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Romney Sweeps Five States, Gingrich Suspends Campaign

by | Apr 26, 2012

By Dave Andrusko

Pro-Life Mitt Romney

It was an amazing 24 hours for pro-life Mitt Romney. On Tuesday he ran the table in five states– Connecticut, Delaware, New York, Pennsylvania, and Rhode Island—gave a well-received prime-time speech from Manchester, New Hampshire, and left having all but wrapped up the nomination. In sweeping all five primaries, he acquired nearly 150 more delegates as he edges closer and closer to the 1,144 he needs.

Then on Wednesday, former Speaker Newt Gingrich, who finished close only in Delaware–suspended his campaign. Even more so, Romney, the former governor of Massachusetts, is for all intents and purposes the Republican presidential nominee. His remarks last night were really quite stirring. Here are a few:

Obama is all hope and no change, and what change there has been is in the wrong direction. Romney said, “Tonight is the start of a new campaign to unite every American who knows in their heart that we can do better! The last few years have been the best that Barack Obama can do, but it’s not the best America can do!”

Harkening to a theme that doubtless will be prominent (style versus substance), Mr. Romney said, “Four years ago Barack Obama dazzled us in front of Greek columns with sweeping promises of hope and change. What do we have to show for three and a half years of President Obama?”

After offering what he sees as a litany of failure, Romney picked up on a second theme: Obama will talk about anything but his record. He predicted that  “because he has failed, he will run a campaign of diversions, distractions, and distortions. That kind of campaign may have worked at another place and in a different time. But not here and not now. It’s still about the economy, and we’re not stupid.”

Then there was an allusion to ObamaCare, particularly the Independent Payment Advisory Board (IPAB), an essential component, which became law two years ago. Romney said, “This president is putting us on a path where our lives will be ruled by bureaucrats and boards, commissions and czars. He’s asking us to accept that Washington knows best — and can provide all.”

However, there is other news besides the results of primaries. Pro-lifers take a back seat to no one in their capacity to educate their compatriots. After the National Right to Life Political Action Committee endorsed Romney for president, NRLC affiliates in Arkansas, Florida, Kentucky, Massachusetts, Michigan, Missouri, Nevada, New York, Pennsylvania, Ohio, Rhode Island, South Carolina, West Virginia, and Wisconsin followed suit.

Overall poll numbers come and go. For some reason, Obama’s Gallup numbers are up the past few days even as he continues to trail in the Rasmussen daily surveys. It’s the basics that we must keep our eyes on.

We’ve already written many times about how young people are much less enthusiastic about Obama than they were in 2008 and how religious denominations, most noticeably the Catholic Church, refuse to stand idly by while the Obama Administration tramples on their First Amendment freedoms.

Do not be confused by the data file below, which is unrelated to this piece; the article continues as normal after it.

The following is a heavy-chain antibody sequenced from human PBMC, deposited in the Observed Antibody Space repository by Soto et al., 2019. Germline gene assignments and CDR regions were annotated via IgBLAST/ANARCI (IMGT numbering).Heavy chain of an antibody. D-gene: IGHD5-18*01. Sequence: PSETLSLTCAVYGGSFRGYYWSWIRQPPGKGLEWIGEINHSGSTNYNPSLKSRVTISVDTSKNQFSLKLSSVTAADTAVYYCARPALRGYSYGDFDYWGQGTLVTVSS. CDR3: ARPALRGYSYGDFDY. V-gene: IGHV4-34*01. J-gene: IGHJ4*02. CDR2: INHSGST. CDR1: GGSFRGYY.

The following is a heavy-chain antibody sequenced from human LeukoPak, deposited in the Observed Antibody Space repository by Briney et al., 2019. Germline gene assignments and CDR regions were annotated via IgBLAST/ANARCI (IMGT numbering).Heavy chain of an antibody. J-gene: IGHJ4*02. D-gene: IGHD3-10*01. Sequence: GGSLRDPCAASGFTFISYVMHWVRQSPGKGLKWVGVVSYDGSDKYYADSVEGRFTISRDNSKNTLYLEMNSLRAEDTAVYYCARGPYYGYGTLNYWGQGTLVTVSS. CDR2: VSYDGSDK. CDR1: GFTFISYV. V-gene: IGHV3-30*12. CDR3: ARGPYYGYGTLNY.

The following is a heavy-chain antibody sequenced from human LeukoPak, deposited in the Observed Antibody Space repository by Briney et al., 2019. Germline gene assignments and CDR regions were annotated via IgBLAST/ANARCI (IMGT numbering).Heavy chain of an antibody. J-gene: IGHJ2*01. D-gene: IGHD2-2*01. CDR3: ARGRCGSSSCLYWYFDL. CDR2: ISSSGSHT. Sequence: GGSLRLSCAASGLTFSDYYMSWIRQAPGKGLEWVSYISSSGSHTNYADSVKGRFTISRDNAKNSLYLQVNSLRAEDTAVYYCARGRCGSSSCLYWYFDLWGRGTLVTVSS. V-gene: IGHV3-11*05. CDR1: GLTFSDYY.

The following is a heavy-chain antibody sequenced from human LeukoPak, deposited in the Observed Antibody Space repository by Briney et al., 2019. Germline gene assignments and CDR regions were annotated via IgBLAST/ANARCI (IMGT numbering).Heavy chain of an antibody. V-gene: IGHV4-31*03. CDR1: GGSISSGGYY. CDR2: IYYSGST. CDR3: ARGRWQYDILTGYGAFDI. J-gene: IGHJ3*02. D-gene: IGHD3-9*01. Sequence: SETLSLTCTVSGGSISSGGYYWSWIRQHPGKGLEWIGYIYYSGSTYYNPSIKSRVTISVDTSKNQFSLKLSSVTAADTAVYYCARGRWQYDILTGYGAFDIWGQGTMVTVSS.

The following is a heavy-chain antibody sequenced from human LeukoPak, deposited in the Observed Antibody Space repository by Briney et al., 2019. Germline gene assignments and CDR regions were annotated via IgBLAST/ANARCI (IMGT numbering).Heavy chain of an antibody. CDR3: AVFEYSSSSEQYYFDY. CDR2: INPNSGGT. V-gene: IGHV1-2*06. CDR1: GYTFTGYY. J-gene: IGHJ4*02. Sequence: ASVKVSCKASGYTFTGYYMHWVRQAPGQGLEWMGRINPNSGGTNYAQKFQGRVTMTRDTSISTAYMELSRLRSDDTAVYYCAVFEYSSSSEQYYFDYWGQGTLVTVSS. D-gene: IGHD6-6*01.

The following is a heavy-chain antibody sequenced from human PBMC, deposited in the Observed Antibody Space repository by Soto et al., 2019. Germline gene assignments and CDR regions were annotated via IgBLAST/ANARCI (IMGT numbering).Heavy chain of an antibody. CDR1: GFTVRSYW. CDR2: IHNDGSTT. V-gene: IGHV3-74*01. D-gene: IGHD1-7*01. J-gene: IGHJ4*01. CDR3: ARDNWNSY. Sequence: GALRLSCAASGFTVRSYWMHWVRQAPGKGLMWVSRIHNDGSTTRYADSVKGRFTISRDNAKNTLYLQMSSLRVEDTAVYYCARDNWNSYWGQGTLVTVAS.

Gallup offered a very, very important poll today. Earlier this month, Gallup suggested the very religious would be lukewarm to Romney. Gallup now finds Romney ahead by 17 points among this category. Obama leads 61% to 30%, among those who are nonreligious. The “very religious” made up 41% of the registered voters surveyed,  the “moderately religious” constituted 27%, while 32% of those interviewed were “nonreligious.”

According to Gallup’s Frank Newport, the “implications” include

“It appears that in this year’s general election, religion will continue to be a major determinant of how Americans vote for president. Highly religious Americans, particularly those who are white and Protestant, disproportionately support presumptive Republican presidential candidate Romney, while less religious Americans skew their support toward Democratic incumbent Obama. This reinforces a basic pattern in American voting behavior that has been evident for decades.

“The fact that Mitt Romney continues to receive the support of highly religious white Protestants is important, given that the Republican portion of this group disproportionately supported Romney’s opponent Santorum in the Republican primaries. Just as it appears that Republicans as a whole are coalescing around Romney even after the bitter primary battles, highly religious white Protestants appear to be coalescing around his candidacy as well.”

One other factor, this from the highly respected political observer, Charlie Cook, earlier this week:

An Obama victory is contingent upon another extraordinary level of turnout among minority and younger voters. He also needs to win close to a majority of independent voters. Independents, however, still look at the president with grave skepticism and have bad memories from his first two years in office. So far, little evidence indicates a reprise of 2008’s enthusiasm among minority and younger voters. (The new NBC News/Wall Street Journal poll indicated a distinct lack of enthusiasm among younger voters.)

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Categories: Mitt Romney